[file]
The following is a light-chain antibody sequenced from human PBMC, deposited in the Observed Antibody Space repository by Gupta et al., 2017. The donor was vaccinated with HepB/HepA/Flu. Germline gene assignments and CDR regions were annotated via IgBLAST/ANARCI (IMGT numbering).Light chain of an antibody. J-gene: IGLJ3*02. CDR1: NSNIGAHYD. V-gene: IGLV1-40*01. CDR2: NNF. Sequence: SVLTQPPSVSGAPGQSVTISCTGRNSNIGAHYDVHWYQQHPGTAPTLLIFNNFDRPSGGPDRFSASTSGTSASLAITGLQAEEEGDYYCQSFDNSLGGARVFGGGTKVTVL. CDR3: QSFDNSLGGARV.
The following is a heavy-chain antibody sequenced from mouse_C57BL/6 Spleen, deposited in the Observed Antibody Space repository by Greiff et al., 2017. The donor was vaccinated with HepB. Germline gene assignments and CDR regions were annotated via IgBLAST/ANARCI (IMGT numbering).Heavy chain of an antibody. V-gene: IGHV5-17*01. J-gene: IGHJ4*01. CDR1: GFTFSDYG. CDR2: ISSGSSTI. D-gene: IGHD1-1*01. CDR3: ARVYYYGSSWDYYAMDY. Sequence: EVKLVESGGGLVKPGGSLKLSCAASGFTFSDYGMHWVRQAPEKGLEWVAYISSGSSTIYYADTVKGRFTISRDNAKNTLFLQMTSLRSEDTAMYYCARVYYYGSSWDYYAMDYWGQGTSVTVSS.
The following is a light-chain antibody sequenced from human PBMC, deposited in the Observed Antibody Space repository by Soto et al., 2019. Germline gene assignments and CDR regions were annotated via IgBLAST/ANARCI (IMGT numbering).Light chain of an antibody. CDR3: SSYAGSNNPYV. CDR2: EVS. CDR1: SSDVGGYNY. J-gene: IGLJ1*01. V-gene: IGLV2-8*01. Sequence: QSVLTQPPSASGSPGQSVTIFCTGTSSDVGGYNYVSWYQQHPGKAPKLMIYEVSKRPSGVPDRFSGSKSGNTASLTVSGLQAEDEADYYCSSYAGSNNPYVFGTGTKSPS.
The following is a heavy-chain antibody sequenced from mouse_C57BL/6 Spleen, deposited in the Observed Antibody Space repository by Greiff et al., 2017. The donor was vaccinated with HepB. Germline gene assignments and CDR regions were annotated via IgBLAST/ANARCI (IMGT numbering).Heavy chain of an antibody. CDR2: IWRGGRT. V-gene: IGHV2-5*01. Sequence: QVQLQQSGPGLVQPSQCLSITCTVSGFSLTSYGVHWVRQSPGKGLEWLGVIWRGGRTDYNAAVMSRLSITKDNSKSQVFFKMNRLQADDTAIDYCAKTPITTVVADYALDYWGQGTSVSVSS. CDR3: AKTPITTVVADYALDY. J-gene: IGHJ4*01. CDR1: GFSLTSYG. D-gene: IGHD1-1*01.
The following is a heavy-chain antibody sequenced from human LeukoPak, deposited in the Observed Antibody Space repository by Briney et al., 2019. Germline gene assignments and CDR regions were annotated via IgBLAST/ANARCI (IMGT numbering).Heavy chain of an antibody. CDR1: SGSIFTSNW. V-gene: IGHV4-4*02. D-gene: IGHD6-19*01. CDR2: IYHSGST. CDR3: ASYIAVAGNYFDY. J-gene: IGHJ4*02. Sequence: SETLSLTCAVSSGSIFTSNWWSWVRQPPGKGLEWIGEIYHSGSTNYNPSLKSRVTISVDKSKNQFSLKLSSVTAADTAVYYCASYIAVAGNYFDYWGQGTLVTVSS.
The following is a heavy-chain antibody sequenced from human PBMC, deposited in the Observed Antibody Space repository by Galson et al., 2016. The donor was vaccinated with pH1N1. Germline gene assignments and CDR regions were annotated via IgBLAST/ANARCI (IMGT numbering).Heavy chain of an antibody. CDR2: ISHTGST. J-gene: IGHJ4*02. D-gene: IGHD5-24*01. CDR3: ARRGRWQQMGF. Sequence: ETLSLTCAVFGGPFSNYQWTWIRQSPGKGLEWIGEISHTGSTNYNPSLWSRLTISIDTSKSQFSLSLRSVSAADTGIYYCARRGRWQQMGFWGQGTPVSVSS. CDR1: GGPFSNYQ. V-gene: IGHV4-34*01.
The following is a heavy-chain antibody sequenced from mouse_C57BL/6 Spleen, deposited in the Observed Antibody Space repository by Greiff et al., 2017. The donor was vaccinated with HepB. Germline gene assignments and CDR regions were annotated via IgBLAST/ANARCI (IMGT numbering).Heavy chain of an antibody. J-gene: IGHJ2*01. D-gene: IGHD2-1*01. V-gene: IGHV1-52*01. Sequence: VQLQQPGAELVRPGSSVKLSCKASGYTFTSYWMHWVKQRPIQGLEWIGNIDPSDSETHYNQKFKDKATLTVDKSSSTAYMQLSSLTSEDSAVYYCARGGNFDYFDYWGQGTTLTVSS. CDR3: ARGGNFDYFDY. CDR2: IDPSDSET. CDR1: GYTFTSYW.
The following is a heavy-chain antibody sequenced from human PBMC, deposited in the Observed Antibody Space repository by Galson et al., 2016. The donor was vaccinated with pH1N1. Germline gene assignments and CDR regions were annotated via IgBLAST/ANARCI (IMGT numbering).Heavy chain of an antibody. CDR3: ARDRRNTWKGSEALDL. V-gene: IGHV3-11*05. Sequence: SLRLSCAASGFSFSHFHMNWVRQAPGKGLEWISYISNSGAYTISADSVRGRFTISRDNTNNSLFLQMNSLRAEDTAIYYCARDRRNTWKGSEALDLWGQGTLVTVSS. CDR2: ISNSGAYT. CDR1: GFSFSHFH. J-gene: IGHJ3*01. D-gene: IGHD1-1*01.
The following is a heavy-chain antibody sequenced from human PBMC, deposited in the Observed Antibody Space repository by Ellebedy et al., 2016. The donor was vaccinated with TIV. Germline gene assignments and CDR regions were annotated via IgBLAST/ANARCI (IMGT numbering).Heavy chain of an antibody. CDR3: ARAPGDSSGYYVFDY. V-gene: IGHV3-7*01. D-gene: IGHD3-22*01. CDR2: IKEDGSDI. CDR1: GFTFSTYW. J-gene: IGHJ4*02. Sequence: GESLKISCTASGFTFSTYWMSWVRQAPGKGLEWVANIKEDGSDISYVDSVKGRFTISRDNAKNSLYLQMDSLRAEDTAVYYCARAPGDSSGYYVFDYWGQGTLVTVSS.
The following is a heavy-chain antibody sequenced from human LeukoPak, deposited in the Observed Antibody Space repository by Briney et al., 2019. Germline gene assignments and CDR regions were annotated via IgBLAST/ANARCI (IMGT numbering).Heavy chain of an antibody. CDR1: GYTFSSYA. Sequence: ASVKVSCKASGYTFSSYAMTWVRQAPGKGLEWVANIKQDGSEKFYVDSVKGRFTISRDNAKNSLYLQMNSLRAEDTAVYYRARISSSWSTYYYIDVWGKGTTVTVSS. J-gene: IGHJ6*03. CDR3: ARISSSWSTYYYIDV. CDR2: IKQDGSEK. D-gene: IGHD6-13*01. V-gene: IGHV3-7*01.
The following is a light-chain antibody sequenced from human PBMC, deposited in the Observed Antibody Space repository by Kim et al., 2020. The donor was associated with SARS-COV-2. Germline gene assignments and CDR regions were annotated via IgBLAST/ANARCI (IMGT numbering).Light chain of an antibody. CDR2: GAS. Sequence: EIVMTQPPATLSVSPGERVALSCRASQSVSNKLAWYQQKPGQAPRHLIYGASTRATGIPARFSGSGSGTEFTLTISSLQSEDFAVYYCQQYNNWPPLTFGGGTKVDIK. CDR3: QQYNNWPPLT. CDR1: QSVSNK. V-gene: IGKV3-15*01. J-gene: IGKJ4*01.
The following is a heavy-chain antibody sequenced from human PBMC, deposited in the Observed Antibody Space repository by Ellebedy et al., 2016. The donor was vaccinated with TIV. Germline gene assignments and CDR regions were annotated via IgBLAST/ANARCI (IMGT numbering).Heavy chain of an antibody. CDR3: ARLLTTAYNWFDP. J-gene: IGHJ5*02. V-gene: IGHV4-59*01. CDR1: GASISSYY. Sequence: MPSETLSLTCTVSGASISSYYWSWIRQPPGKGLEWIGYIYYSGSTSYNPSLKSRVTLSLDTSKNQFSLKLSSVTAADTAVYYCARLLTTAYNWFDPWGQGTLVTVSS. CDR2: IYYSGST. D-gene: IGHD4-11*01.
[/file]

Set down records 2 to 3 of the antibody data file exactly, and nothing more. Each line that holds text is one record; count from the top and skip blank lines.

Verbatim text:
The following is a heavy-chain antibody sequenced from mouse_C57BL/6 Spleen, deposited in the Observed Antibody Space repository by Greiff et al., 2017. The donor was vaccinated with HepB. Germline gene assignments and CDR regions were annotated via IgBLAST/ANARCI (IMGT numbering).Heavy chain of an antibody. V-gene: IGHV5-17*01. J-gene: IGHJ4*01. CDR1: GFTFSDYG. CDR2: ISSGSSTI. D-gene: IGHD1-1*01. CDR3: ARVYYYGSSWDYYAMDY. Sequence: EVKLVESGGGLVKPGGSLKLSCAASGFTFSDYGMHWVRQAPEKGLEWVAYISSGSSTIYYADTVKGRFTISRDNAKNTLFLQMTSLRSEDTAMYYCARVYYYGSSWDYYAMDYWGQGTSVTVSS.
The following is a light-chain antibody sequenced from human PBMC, deposited in the Observed Antibody Space repository by Soto et al., 2019. Germline gene assignments and CDR regions were annotated via IgBLAST/ANARCI (IMGT numbering).Light chain of an antibody. CDR3: SSYAGSNNPYV. CDR2: EVS. CDR1: SSDVGGYNY. J-gene: IGLJ1*01. V-gene: IGLV2-8*01. Sequence: QSVLTQPPSASGSPGQSVTIFCTGTSSDVGGYNYVSWYQQHPGKAPKLMIYEVSKRPSGVPDRFSGSKSGNTASLTVSGLQAEDEADYYCSSYAGSNNPYVFGTGTKSPS.